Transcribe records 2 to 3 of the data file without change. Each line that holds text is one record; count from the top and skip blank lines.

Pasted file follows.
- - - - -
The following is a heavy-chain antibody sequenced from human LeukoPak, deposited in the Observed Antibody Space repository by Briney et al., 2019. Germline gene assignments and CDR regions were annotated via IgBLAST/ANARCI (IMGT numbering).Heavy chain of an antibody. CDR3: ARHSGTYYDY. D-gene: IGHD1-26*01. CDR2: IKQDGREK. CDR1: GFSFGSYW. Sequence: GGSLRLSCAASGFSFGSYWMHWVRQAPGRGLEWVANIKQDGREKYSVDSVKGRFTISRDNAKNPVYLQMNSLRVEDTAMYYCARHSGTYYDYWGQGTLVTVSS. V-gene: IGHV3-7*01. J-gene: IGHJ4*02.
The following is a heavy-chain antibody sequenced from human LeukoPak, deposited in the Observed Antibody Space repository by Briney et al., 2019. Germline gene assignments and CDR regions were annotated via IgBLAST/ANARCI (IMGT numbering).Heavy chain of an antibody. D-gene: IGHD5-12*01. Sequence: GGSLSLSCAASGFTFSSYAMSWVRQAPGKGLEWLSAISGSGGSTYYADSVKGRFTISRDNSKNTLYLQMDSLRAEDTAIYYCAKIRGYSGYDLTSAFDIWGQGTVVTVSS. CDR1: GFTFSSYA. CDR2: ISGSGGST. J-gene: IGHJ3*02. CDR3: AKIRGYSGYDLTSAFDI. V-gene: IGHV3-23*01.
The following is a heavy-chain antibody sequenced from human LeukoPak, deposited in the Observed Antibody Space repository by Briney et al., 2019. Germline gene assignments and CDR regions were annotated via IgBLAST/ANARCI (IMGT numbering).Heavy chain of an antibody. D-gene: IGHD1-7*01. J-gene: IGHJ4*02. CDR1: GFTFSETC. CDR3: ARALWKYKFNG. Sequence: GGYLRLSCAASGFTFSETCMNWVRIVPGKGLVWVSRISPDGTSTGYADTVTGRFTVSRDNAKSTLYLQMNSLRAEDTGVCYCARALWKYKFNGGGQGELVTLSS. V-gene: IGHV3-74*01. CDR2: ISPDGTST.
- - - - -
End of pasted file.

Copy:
The following is a heavy-chain antibody sequenced from human LeukoPak, deposited in the Observed Antibody Space repository by Briney et al., 2019. Germline gene assignments and CDR regions were annotated via IgBLAST/ANARCI (IMGT numbering).Heavy chain of an antibody. D-gene: IGHD5-12*01. Sequence: GGSLSLSCAASGFTFSSYAMSWVRQAPGKGLEWLSAISGSGGSTYYADSVKGRFTISRDNSKNTLYLQMDSLRAEDTAIYYCAKIRGYSGYDLTSAFDIWGQGTVVTVSS. CDR1: GFTFSSYA. CDR2: ISGSGGST. J-gene: IGHJ3*02. CDR3: AKIRGYSGYDLTSAFDI. V-gene: IGHV3-23*01.
The following is a heavy-chain antibody sequenced from human LeukoPak, deposited in the Observed Antibody Space repository by Briney et al., 2019. Germline gene assignments and CDR regions were annotated via IgBLAST/ANARCI (IMGT numbering).Heavy chain of an antibody. D-gene: IGHD1-7*01. J-gene: IGHJ4*02. CDR1: GFTFSETC. CDR3: ARALWKYKFNG. Sequence: GGYLRLSCAASGFTFSETCMNWVRIVPGKGLVWVSRISPDGTSTGYADTVTGRFTVSRDNAKSTLYLQMNSLRAEDTGVCYCARALWKYKFNGGGQGELVTLSS. V-gene: IGHV3-74*01. CDR2: ISPDGTST.